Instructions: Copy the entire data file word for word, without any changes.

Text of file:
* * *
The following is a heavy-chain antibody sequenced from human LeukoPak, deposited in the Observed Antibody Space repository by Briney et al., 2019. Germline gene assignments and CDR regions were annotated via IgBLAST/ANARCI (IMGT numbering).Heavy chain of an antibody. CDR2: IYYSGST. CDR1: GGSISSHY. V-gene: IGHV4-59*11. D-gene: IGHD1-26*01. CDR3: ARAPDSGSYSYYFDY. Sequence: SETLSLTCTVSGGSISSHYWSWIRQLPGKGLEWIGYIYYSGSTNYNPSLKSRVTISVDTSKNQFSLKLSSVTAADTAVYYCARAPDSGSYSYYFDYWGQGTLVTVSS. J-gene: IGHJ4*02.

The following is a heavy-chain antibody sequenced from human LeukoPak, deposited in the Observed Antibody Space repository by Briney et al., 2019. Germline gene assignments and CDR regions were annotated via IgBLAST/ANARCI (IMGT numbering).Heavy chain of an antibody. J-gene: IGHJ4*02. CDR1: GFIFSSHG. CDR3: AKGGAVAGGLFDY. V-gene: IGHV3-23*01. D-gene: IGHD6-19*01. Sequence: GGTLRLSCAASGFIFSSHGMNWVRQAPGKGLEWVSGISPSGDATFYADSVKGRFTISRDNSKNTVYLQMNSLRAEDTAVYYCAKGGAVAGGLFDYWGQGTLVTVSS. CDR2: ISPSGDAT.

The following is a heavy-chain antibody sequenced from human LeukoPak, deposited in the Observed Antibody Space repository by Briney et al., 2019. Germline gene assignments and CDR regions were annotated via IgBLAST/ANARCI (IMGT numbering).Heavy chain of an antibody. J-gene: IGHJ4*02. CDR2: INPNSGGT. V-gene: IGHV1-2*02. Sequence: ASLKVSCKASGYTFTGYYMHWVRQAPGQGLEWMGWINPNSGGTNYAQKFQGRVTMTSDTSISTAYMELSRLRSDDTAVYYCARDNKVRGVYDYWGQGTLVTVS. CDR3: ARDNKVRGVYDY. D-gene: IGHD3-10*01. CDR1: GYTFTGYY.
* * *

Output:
The following is a heavy-chain antibody sequenced from human LeukoPak, deposited in the Observed Antibody Space repository by Briney et al., 2019. Germline gene assignments and CDR regions were annotated via IgBLAST/ANARCI (IMGT numbering).Heavy chain of an antibody. CDR2: IYYSGST. CDR1: GGSISSHY. V-gene: IGHV4-59*11. D-gene: IGHD1-26*01. CDR3: ARAPDSGSYSYYFDY. Sequence: SETLSLTCTVSGGSISSHYWSWIRQLPGKGLEWIGYIYYSGSTNYNPSLKSRVTISVDTSKNQFSLKLSSVTAADTAVYYCARAPDSGSYSYYFDYWGQGTLVTVSS. J-gene: IGHJ4*02.

The following is a heavy-chain antibody sequenced from human LeukoPak, deposited in the Observed Antibody Space repository by Briney et al., 2019. Germline gene assignments and CDR regions were annotated via IgBLAST/ANARCI (IMGT numbering).Heavy chain of an antibody. J-gene: IGHJ4*02. CDR1: GFIFSSHG. CDR3: AKGGAVAGGLFDY. V-gene: IGHV3-23*01. D-gene: IGHD6-19*01. Sequence: GGTLRLSCAASGFIFSSHGMNWVRQAPGKGLEWVSGISPSGDATFYADSVKGRFTISRDNSKNTVYLQMNSLRAEDTAVYYCAKGGAVAGGLFDYWGQGTLVTVSS. CDR2: ISPSGDAT.

The following is a heavy-chain antibody sequenced from human LeukoPak, deposited in the Observed Antibody Space repository by Briney et al., 2019. Germline gene assignments and CDR regions were annotated via IgBLAST/ANARCI (IMGT numbering).Heavy chain of an antibody. J-gene: IGHJ4*02. CDR2: INPNSGGT. V-gene: IGHV1-2*02. Sequence: ASLKVSCKASGYTFTGYYMHWVRQAPGQGLEWMGWINPNSGGTNYAQKFQGRVTMTSDTSISTAYMELSRLRSDDTAVYYCARDNKVRGVYDYWGQGTLVTVS. CDR3: ARDNKVRGVYDY. D-gene: IGHD3-10*01. CDR1: GYTFTGYY.